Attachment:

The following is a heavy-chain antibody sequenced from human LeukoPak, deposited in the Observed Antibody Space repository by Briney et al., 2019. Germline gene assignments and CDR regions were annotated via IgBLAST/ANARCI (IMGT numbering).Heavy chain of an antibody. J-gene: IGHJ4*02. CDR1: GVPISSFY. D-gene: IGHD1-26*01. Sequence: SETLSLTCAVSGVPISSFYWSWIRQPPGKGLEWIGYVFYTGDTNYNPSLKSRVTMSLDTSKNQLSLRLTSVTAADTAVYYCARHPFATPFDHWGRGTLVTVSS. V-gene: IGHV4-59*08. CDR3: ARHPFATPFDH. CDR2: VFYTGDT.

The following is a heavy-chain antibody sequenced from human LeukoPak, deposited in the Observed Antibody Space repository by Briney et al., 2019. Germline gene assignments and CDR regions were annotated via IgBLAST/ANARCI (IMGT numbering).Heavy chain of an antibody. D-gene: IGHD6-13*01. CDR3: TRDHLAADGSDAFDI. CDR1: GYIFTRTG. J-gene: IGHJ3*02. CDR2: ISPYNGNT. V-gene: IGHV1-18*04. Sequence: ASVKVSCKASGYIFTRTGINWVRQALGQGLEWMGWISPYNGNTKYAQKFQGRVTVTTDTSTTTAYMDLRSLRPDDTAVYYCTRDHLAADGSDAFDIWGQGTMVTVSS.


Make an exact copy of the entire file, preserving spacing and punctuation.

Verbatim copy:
The following is a heavy-chain antibody sequenced from human LeukoPak, deposited in the Observed Antibody Space repository by Briney et al., 2019. Germline gene assignments and CDR regions were annotated via IgBLAST/ANARCI (IMGT numbering).Heavy chain of an antibody. J-gene: IGHJ4*02. CDR1: GVPISSFY. D-gene: IGHD1-26*01. Sequence: SETLSLTCAVSGVPISSFYWSWIRQPPGKGLEWIGYVFYTGDTNYNPSLKSRVTMSLDTSKNQLSLRLTSVTAADTAVYYCARHPFATPFDHWGRGTLVTVSS. V-gene: IGHV4-59*08. CDR3: ARHPFATPFDH. CDR2: VFYTGDT.

The following is a heavy-chain antibody sequenced from human LeukoPak, deposited in the Observed Antibody Space repository by Briney et al., 2019. Germline gene assignments and CDR regions were annotated via IgBLAST/ANARCI (IMGT numbering).Heavy chain of an antibody. D-gene: IGHD6-13*01. CDR3: TRDHLAADGSDAFDI. CDR1: GYIFTRTG. J-gene: IGHJ3*02. CDR2: ISPYNGNT. V-gene: IGHV1-18*04. Sequence: ASVKVSCKASGYIFTRTGINWVRQALGQGLEWMGWISPYNGNTKYAQKFQGRVTVTTDTSTTTAYMDLRSLRPDDTAVYYCTRDHLAADGSDAFDIWGQGTMVTVSS.